Sugar and spice and everything nice, that’s what little girls are made of.
But beyond the saccharine nursery rhyme lies a very real threat to women. Men believe we owe our “everything nice” to them on demand, so guard yourself against being too much sugar or spice.
Hollaback recently released a video of a normal young woman on a purposeful walk—and the consistent male intent to interrupt her journey. My friends nicknamed it the “Pervert Obstacle Course," and we immediately connected with the experience caught on tape. Being called out to by strangers is an everyday occurrence for women the world over; the wealth of female responses in solidarity with the video revealed an engrained culture of fear against male strangers.
I was, at first, encouraged by the truth revealed in this video, but was saddened by the male response of denial. Some men, including my own friends, don’t believe anything bad was caught on camera. “He was just saying hello, what’s wrong with being nice?” Even the super creepy five minute stalker was justified. “Maybe she reminded him of someone and he was trying to figure it out.”
Yes, unless we polygraph every man about his intent to communicate with this random chick, we could assume innocence.
But should we?
"Boys Being Boys"
Why is the focus of this video the "erroneous" reaction of women to catcalling—arguing that it's all just a misunderstanding—and not on the behavior of men, and maybe, just maybe, how they need to change their ways? CNN attempted to host a brief intellectual debate on the topic, but their male panelist defended this behavior with the gas lighting rhetoric of “women need to handle boys being boys.”
Translation: Men don’t have to alter their behavior, even if it would be for the greater good.
Real translation: This is a man’s world, so I don’t even have to consider your viewpoint as valuable. Now be a good girl and twerk for me.
Curiously, I find that the woman in the video, who remains silent, is blamed for not happily receiving the male attention. She’s not walking down the street like Belle, with a “bonjour” for everyone, and that’s a problem. “She shouldn’t feel harassed by people just talking to her,” or, “She could just smile back and that would end it,” say the comments.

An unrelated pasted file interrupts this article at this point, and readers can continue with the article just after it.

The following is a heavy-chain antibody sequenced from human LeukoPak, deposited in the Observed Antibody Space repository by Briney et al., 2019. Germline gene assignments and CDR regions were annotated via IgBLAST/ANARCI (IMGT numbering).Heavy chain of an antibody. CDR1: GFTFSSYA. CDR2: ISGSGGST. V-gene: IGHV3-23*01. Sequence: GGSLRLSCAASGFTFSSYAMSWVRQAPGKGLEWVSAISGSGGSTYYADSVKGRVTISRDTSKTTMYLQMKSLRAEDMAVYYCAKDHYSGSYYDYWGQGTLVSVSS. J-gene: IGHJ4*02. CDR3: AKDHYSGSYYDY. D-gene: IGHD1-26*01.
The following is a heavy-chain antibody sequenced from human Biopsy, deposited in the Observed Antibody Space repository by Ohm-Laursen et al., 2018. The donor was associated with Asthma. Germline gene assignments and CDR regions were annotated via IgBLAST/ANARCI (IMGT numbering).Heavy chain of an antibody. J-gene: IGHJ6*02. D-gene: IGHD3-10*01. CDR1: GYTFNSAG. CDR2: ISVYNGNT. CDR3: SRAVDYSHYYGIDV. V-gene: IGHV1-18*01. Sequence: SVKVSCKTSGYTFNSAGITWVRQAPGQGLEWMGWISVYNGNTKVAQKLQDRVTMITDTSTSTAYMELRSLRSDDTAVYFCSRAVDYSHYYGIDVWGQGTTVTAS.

Translation: Good girls smile and talk pleasantly to everyone, especially when spoken to.
Real translation: Women aren’t allowed agency over their own feelings or facial expressions.
It’s dangerous to dismiss the fear and discomfort that women are expressing as they move through the world. It devalues our experiences and voices, and normalizes a culture of misogyny that systematically controls and takes away power from women.
Catcalling is not innocent, but an example of “male privilege” that must be called out. It’s a gateway to the thoughts and behaviors that result in the mental, physical and sexual abuse of women, and an example of the sexism and disrespect that runs rampant throughout the world. Catcalling is an attempt to interrupt a woman and force an unwanted connection.
For most women, a catcall from a stranger can be translated to: “Stop for a minute so I can objectify you up close! I don’t see you as a person going about your business, I see you as decoration, entertainment for my pleasure.” Some men disagree, insisting they are just being polite and paying a lovely woman a passing compliment. But if this is the case, why isn’t there a huge culture of men saying “polite” things to men on the streets?
Many women I know, including me, respond in a “nice” way, in fear that a catcaller will retaliate if we "reject" them, placing a stranger’s ego high above our own instincts. We react in fear and submission of the “male right” over women—the right to call out to us, and their expectation that they'll get what they want. Indeed, history has taught girls to try to be good and sweet to strange men for fear they turn angry.
Recently, a woman was killed for refusing to give a persistent stranger her number. Another had her throat slashed for refusing a man’s advances. Women hear of these stories and internalize the fear of a stranger forcing a connection, then turning violent when he doesn’t get the reaction he expected.
When Annoyance Turns To Fear
It’s surreal to me that men will defend behavior that disempowers women and forces us to be frightened in our own skin. Many men are blissfully unaware and dubious of the fact that many women live in fear of what could happen when simply walking outside.
My home is near water, and a guy friend suggested a stroll around the lake to ease insomnia. I snorted, “Yeah, but I actually prefer not sleeping to getting raped and killed.” “That’s morbid” he chided, then changed the topic.
He doesn’t get it, I realized. The #Yesallwomen campaign was born out of the desire to shed light on the culture of normalized harassment and discrimination against women. Girls are taught to live in a state of heightened vigilance and caution against an encounter with a bad guy. I distinctly remember as I prepared for college, I was greeted with the proverbial congratulations! and severe warnings against leaving my cup unattended at a party. Somehow I don't believe that pending college freshmen are sat down and urged not to spike a girl’s drink at a party.
Why does our culture rush to the defense and rationalization of boys' sexual aggression, even when it’s clearly at the expense of girls?
Catcalling is neither acceptable nor harmless. It objectifies women and singles them out in a way that is decidedly not complimentary. It puts us in fear of our safety and gives men an opportunity to intimidate themselves into our personal space. Please understand, we are not here to delight or entertain you with a smile on demand.
I may look like sugar, spice and everything nice, but I don’t need your comments about it.